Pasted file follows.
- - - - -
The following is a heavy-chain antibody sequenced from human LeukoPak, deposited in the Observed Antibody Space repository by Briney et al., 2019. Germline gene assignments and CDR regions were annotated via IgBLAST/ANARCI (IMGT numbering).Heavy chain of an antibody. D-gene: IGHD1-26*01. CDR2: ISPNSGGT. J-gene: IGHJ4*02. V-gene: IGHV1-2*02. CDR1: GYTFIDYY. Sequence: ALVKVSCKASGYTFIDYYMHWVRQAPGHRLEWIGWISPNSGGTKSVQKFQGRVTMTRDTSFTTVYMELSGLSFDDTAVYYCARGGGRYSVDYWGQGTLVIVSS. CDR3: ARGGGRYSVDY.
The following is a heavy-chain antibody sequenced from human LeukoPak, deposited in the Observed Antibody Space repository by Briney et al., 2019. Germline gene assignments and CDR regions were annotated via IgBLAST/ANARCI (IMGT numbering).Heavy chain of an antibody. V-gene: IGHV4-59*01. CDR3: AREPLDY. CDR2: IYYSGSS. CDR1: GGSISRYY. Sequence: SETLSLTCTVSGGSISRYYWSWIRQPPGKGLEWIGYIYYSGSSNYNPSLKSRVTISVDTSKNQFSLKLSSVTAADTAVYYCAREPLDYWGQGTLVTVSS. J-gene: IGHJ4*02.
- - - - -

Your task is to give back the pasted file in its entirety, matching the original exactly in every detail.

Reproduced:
The following is a heavy-chain antibody sequenced from human LeukoPak, deposited in the Observed Antibody Space repository by Briney et al., 2019. Germline gene assignments and CDR regions were annotated via IgBLAST/ANARCI (IMGT numbering).Heavy chain of an antibody. D-gene: IGHD1-26*01. CDR2: ISPNSGGT. J-gene: IGHJ4*02. V-gene: IGHV1-2*02. CDR1: GYTFIDYY. Sequence: ALVKVSCKASGYTFIDYYMHWVRQAPGHRLEWIGWISPNSGGTKSVQKFQGRVTMTRDTSFTTVYMELSGLSFDDTAVYYCARGGGRYSVDYWGQGTLVIVSS. CDR3: ARGGGRYSVDY.
The following is a heavy-chain antibody sequenced from human LeukoPak, deposited in the Observed Antibody Space repository by Briney et al., 2019. Germline gene assignments and CDR regions were annotated via IgBLAST/ANARCI (IMGT numbering).Heavy chain of an antibody. V-gene: IGHV4-59*01. CDR3: AREPLDY. CDR2: IYYSGSS. CDR1: GGSISRYY. Sequence: SETLSLTCTVSGGSISRYYWSWIRQPPGKGLEWIGYIYYSGSSNYNPSLKSRVTISVDTSKNQFSLKLSSVTAADTAVYYCAREPLDYWGQGTLVTVSS. J-gene: IGHJ4*02.